Nicola Barrell | alfa
Further information:
http://www.uea.ac.uk

More articles from Ecology, The Environment and Conservation:

nachricht Calculating recharge of groundwater more precisely
28.02.2017 | Albert-Ludwigs-Universität Freiburg im Breisgau

nachricht Bioinvasion on the rise
15.02.2017 | Universität Konstanz

All articles from Ecology, The Environment and Conservation >>>

The most recent press releases about innovation >>>

Die letzten 5 Focus-News des innovations-reports im Überblick:

Im Focus: Safe glide at total engine failure with ELA-inside

On January 15, 2009, Chesley B. Sullenberger was celebrated world-wide: after the two engines had failed due to bird strike, he and his flight crew succeeded after a glide flight with an Airbus A320 in ditching on the Hudson River. All 155 people on board were saved.

On January 15, 2009, Chesley B. Sullenberger was celebrated world-wide: after the two engines had failed due to bird strike, he and his flight crew succeeded...

Im Focus: Breakthrough with a chain of gold atoms

In the field of nanoscience, an international team of physicists with participants from Konstanz has achieved a breakthrough in understanding heat transport

In the field of nanoscience, an international team of physicists with participants from Konstanz has achieved a breakthrough in understanding heat transport

Im Focus: DNA repair: a new letter in the cell alphabet

Results reveal how discoveries may be hidden in scientific “blind spots”

Cells need to repair damaged DNA in our genes to prevent the development of cancer and other diseases. Our cells therefore activate and send “repair-proteins”...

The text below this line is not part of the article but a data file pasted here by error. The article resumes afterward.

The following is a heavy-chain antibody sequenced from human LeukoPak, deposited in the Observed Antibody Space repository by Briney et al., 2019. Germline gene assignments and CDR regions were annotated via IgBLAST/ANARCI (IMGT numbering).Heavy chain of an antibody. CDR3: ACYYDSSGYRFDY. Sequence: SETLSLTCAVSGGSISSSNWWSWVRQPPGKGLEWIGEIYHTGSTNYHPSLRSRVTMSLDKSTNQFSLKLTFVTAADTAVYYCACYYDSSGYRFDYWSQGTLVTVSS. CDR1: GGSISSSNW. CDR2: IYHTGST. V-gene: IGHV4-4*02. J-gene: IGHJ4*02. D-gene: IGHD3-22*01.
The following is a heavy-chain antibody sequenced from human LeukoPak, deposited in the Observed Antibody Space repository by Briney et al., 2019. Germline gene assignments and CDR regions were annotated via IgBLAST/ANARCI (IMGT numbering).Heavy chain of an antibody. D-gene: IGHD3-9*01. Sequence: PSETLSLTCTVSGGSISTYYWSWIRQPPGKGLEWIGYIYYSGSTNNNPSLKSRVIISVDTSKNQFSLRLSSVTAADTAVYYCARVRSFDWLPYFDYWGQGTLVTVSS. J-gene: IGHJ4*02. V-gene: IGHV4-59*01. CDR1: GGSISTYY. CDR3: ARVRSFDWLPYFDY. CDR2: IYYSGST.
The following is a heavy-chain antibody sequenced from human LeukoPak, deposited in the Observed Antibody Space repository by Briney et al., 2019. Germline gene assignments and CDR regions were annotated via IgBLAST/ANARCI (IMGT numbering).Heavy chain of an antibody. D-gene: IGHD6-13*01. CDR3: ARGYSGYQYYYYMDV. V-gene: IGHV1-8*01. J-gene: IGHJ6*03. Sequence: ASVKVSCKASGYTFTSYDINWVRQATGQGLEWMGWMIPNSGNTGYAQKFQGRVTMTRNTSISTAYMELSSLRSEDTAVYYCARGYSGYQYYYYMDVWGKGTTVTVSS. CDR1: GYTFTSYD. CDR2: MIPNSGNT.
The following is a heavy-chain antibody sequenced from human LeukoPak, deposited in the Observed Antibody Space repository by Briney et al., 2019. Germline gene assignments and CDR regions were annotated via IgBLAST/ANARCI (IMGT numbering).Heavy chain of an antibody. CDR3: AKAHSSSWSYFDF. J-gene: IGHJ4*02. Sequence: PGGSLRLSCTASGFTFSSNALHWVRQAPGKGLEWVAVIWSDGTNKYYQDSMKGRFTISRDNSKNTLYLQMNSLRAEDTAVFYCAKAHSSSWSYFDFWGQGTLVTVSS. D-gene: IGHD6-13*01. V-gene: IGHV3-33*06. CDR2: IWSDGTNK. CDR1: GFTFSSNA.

Im Focus: Dresdner scientists print tomorrow’s world

The Fraunhofer IWS Dresden and Technische Universität Dresden inaugurated their jointly operated Center for Additive Manufacturing Dresden (AMCD) with a festive ceremony on February 7, 2017. Scientists from various disciplines perform research on materials, additive manufacturing processes and innovative technologies, which build up components in a layer by layer process. This technology opens up new horizons for component design and combinations of functions. For example during fabrication, electrical conductors and sensors are already able to be additively manufactured into components. They provide information about stress conditions of a product during operation.

The 3D-printing technology, or additive manufacturing as it is often called, has long made the step out of scientific research laboratories into industrial...

Im Focus: Mimicking nature's cellular architectures via 3-D printing

Research offers new level of control over the structure of 3-D printed materials

Nature does amazing things with limited design materials. Grass, for example, can support its own weight, resist strong wind loads, and recover after being...

All Focus news of the innovation-report >>>

Anzeige

Anzeige

Event News

Booth and panel discussion – The Lindau Nobel Laureate Meetings at the AAAS 2017 Annual Meeting

13.02.2017 | Event News

Complex Loading versus Hidden Reserves

10.02.2017 | Event News

International Conference on Crystal Growth in Freiburg

09.02.2017 | Event News

 
Latest News

New technology offers fast peptide synthesis

28.02.2017 | Life Sciences

WSU research advances energy savings for oil, gas industries

28.02.2017 | Power and Electrical Engineering

Who can find the fish that makes the best sound?

28.02.2017 | Information Technology

VideoLinks
B2B-VideoLinks
More VideoLinks >>>